The tenth-annual Platform exhibition, “Live Feed: Platform 10,” goes up in the Druker Design Gallery.
Allen Sayegh, associate professor in practice of architectural technology, and REAL colleague Stefano Andreani (MDes ’13) edit Domus magazine’s annual Innovation issue. With a focus on the built environment from a design and experiential perspective, the issue features thought-provoking work from Allen and several other GSD faculty—Antoine Picon, Sawako Kaijima, and Martin Bechthold, among others.
Jeanne Gang (MArch ’93) presents the 2018 Open House Lecture: “Thinking Through Practice and Research”
Harvard Design Magazine releases its 45th issue, entitled “Into the Woods” (Spring/Summer 2018), taking up “the woods” as a natural and a cultural habitat, a physical resource, a site of extraction and of myth—and as an opportunity to examine the current moment in society and in design.
Belgian architect Aude-Line Dulière is named winner of the 2018 Wheelwright Prize. Her winning proposal Crafted Images: Material Flows, Techniques, and Uses in Set Design Construction aims to examine construction methods and supply systems in the global film industry, engaging the space-making elements of film and set design as well as potential innovations around material use and reuse throughout architecture and construction generally.
Isaac Stein (MLA/MDes ’20) and Maggie Tsang (MDes ’19) win first-place in the 2018 Radcliffe Institute Public Art Competition (RIPAC), the competition’s fourth cycle. Their winning design, “A Pine in the Sand,” offers a poetic design narrative on environmental changes and processes, and their intersections with time and with human activity.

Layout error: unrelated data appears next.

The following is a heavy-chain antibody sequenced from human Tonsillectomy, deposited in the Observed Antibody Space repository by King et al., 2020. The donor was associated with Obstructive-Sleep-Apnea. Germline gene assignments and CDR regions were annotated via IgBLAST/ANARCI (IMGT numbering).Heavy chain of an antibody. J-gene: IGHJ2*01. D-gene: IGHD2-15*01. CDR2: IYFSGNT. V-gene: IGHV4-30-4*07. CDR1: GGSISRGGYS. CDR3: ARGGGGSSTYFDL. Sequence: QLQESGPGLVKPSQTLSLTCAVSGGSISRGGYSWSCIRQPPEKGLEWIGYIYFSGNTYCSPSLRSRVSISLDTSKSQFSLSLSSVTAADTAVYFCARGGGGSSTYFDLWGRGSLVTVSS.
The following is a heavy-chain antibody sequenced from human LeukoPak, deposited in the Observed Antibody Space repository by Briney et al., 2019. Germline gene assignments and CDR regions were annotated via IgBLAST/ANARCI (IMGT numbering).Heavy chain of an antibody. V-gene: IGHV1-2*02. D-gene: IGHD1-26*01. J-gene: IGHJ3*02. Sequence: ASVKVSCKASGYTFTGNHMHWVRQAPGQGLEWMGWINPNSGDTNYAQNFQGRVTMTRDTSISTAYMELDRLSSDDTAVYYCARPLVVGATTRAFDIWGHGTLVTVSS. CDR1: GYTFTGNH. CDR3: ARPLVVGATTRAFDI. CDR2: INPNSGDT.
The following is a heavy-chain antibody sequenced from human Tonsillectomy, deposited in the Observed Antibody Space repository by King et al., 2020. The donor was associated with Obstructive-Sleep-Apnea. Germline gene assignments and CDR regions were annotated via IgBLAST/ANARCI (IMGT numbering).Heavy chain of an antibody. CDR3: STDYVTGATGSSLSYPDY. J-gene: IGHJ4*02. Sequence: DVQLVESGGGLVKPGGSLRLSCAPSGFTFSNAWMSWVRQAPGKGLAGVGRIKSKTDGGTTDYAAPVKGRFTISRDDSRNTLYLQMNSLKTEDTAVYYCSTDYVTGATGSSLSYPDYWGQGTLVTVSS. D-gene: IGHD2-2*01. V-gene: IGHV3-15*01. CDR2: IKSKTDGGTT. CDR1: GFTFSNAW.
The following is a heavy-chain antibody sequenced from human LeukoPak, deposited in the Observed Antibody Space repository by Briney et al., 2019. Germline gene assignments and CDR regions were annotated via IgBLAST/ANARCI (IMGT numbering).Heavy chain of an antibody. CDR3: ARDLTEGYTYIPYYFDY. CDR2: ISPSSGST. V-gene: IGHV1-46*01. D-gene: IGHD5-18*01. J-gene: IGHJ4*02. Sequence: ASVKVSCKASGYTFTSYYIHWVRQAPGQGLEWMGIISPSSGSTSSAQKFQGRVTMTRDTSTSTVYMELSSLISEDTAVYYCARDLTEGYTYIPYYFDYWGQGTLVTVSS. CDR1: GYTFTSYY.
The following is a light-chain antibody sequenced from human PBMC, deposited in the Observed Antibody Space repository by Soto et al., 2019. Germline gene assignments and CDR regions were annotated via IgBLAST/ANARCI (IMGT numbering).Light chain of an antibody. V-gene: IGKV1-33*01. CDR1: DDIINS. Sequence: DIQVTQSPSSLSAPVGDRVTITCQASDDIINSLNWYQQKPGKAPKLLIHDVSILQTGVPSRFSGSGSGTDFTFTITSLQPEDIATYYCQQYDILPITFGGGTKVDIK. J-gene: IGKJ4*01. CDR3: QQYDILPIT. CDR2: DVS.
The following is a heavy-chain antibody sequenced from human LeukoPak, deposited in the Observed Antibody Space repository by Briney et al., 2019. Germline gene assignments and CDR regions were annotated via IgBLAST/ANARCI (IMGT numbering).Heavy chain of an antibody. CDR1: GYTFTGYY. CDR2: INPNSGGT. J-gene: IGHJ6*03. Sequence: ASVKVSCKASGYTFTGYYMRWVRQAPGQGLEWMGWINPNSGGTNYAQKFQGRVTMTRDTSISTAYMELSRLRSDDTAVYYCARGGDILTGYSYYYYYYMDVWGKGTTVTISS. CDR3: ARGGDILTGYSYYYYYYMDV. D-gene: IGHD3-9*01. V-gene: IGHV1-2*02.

Architects Henry N. Cobb (AB ’47, MArch ’49), Peter Eisenman, and Rafael Moneo discuss “How Will Architecture Be Conceived?”
The GSD reveals the Work in Progress series, videos featuring an inside look at the design process behind student projects.
The final Rouse Visiting Artist Program lecture of the semester features Raf Simons, Chief Creative Officer at Calvin Klein, and LA-based visual artist, Sterling Ruby, in conversation with Jessica Morgan, Director of the Dia Art Foundation. The conversation focuses on the overlapping worlds of design, fashion, and contemporary art.
The Loeb Fellowship announces its incoming class of 2018-2019 fellows. The nine fellows hail from six countries and represent a broad spectrum of expertise–from urban planning and government, to architecture and design activism.
Winners of the 2018 Plimpton-Poorvu Design Prize are announced. Established with a gift by long-term friends, business partners, and GSD advocates Samuel Plimpton (MBA ’77 & MArch ’80) and William J. Poorvu (MBA ’58), the Plimpton-Poorvu Design Prize recognizes the two top teams or individuals for a viable real estate project completed as part of the GSD curriculum.
Toshiko Mori, the Robert P. Hubbard Professor in the Practice of Architecture, is interviewed by the Gazette for the Experience series on leaders at Harvard University. “Set your priority and agendas. Don’t let the outside world tell you how you should work or what you want to do,” Mori advises tomorrow’s architects.
Paola Antonelli, senior curator in the Department of Architecture & Design and founding Director of Research & Development at The Museum of Modern Art, serves as the GSD’s 2018 Class Day speaker.
The GSD awards 356 degrees during Harvard’s 367th Commencement.